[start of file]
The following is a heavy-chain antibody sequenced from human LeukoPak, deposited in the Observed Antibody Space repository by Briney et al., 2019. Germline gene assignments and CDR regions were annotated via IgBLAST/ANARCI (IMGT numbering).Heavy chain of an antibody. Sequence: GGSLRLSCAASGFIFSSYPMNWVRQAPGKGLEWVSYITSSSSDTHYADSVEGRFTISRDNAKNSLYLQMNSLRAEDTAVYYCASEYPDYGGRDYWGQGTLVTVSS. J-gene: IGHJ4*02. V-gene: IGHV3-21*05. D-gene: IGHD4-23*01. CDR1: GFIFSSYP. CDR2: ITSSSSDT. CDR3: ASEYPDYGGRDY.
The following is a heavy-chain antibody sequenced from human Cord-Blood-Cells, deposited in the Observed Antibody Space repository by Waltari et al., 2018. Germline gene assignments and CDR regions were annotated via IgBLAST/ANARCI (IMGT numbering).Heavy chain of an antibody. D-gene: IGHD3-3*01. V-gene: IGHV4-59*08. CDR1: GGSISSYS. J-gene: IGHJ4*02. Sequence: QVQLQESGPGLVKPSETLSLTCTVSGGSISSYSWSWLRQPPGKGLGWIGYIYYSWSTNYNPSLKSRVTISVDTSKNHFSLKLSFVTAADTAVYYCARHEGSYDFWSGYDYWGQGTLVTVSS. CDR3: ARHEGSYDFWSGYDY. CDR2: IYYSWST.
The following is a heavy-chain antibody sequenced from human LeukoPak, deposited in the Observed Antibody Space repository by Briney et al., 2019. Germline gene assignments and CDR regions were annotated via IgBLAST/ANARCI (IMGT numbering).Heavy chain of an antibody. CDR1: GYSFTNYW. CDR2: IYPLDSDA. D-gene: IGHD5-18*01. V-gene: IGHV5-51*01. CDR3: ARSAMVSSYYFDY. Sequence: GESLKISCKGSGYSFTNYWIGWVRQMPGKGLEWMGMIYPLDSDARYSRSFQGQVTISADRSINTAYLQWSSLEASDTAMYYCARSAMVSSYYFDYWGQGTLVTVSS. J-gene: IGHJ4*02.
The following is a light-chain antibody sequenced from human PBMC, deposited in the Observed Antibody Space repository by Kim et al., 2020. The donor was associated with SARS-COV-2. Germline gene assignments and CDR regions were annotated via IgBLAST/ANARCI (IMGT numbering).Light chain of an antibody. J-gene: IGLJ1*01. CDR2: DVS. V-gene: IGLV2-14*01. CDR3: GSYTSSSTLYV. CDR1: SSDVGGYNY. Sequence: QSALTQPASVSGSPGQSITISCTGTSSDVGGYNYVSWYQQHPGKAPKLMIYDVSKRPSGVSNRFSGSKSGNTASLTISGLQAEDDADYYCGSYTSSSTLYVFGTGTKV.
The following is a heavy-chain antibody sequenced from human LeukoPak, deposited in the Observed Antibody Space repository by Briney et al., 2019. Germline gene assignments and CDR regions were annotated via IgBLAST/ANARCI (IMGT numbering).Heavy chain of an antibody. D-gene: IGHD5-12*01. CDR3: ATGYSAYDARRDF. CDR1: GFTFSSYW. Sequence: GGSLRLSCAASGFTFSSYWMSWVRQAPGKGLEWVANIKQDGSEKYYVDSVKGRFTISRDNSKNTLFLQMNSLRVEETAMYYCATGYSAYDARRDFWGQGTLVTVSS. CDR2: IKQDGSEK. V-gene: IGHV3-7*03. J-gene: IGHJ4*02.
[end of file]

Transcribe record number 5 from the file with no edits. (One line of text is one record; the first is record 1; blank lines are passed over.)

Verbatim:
The following is a heavy-chain antibody sequenced from human LeukoPak, deposited in the Observed Antibody Space repository by Briney et al., 2019. Germline gene assignments and CDR regions were annotated via IgBLAST/ANARCI (IMGT numbering).Heavy chain of an antibody. D-gene: IGHD5-12*01. CDR3: ATGYSAYDARRDF. CDR1: GFTFSSYW. Sequence: GGSLRLSCAASGFTFSSYWMSWVRQAPGKGLEWVANIKQDGSEKYYVDSVKGRFTISRDNSKNTLFLQMNSLRVEETAMYYCATGYSAYDARRDFWGQGTLVTVSS. CDR2: IKQDGSEK. V-gene: IGHV3-7*03. J-gene: IGHJ4*02.